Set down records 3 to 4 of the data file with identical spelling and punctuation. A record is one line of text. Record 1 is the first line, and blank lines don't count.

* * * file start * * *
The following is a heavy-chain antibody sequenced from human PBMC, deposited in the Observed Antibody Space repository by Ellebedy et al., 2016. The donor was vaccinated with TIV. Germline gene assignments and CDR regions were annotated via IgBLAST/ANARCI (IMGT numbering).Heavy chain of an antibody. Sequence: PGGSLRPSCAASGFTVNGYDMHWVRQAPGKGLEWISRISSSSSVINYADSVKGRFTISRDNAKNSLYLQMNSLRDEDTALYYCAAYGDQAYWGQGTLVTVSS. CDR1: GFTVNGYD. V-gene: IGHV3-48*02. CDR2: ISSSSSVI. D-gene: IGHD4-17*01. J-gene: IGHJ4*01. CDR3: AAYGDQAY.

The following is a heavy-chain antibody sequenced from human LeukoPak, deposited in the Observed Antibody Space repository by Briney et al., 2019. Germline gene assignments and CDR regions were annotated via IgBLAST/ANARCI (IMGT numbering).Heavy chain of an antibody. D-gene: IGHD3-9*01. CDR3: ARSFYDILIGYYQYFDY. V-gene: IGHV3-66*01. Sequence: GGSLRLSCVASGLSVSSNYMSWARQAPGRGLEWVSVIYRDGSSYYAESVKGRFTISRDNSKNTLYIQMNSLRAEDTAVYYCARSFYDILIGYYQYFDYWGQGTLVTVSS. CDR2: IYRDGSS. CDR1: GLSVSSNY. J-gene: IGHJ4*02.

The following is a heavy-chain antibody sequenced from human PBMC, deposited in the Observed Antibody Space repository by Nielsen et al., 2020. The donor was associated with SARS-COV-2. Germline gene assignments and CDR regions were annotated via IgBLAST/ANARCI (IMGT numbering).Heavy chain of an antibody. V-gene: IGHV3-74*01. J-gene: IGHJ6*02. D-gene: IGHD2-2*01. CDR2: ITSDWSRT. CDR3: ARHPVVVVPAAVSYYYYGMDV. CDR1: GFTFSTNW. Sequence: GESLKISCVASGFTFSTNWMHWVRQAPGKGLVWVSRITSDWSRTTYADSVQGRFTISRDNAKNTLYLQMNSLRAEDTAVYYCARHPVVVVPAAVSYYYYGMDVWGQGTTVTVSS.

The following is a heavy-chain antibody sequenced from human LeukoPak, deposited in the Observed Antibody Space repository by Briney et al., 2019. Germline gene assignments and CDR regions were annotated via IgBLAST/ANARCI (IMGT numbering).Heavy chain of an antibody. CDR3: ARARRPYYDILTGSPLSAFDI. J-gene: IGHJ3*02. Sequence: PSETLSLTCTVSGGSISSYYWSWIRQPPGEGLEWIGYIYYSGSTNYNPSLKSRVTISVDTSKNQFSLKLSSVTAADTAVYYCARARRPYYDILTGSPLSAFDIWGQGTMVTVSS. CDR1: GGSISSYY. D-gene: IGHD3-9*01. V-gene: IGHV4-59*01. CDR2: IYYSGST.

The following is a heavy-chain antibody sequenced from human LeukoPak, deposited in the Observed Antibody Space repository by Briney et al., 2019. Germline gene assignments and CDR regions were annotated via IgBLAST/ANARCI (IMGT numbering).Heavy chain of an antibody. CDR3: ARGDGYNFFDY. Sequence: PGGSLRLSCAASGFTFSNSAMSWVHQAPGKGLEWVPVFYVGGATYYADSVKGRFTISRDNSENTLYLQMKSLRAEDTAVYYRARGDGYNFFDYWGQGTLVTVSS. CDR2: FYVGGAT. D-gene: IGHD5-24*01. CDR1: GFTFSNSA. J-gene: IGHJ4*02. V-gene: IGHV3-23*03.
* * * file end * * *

The following is a heavy-chain antibody sequenced from human PBMC, deposited in the Observed Antibody Space repository by Nielsen et al., 2020. The donor was associated with SARS-COV-2. Germline gene assignments and CDR regions were annotated via IgBLAST/ANARCI (IMGT numbering).Heavy chain of an antibody. V-gene: IGHV3-74*01. J-gene: IGHJ6*02. D-gene: IGHD2-2*01. CDR2: ITSDWSRT. CDR3: ARHPVVVVPAAVSYYYYGMDV. CDR1: GFTFSTNW. Sequence: GESLKISCVASGFTFSTNWMHWVRQAPGKGLVWVSRITSDWSRTTYADSVQGRFTISRDNAKNTLYLQMNSLRAEDTAVYYCARHPVVVVPAAVSYYYYGMDVWGQGTTVTVSS.

The following is a heavy-chain antibody sequenced from human LeukoPak, deposited in the Observed Antibody Space repository by Briney et al., 2019. Germline gene assignments and CDR regions were annotated via IgBLAST/ANARCI (IMGT numbering).Heavy chain of an antibody. CDR3: ARARRPYYDILTGSPLSAFDI. J-gene: IGHJ3*02. Sequence: PSETLSLTCTVSGGSISSYYWSWIRQPPGEGLEWIGYIYYSGSTNYNPSLKSRVTISVDTSKNQFSLKLSSVTAADTAVYYCARARRPYYDILTGSPLSAFDIWGQGTMVTVSS. CDR1: GGSISSYY. D-gene: IGHD3-9*01. V-gene: IGHV4-59*01. CDR2: IYYSGST.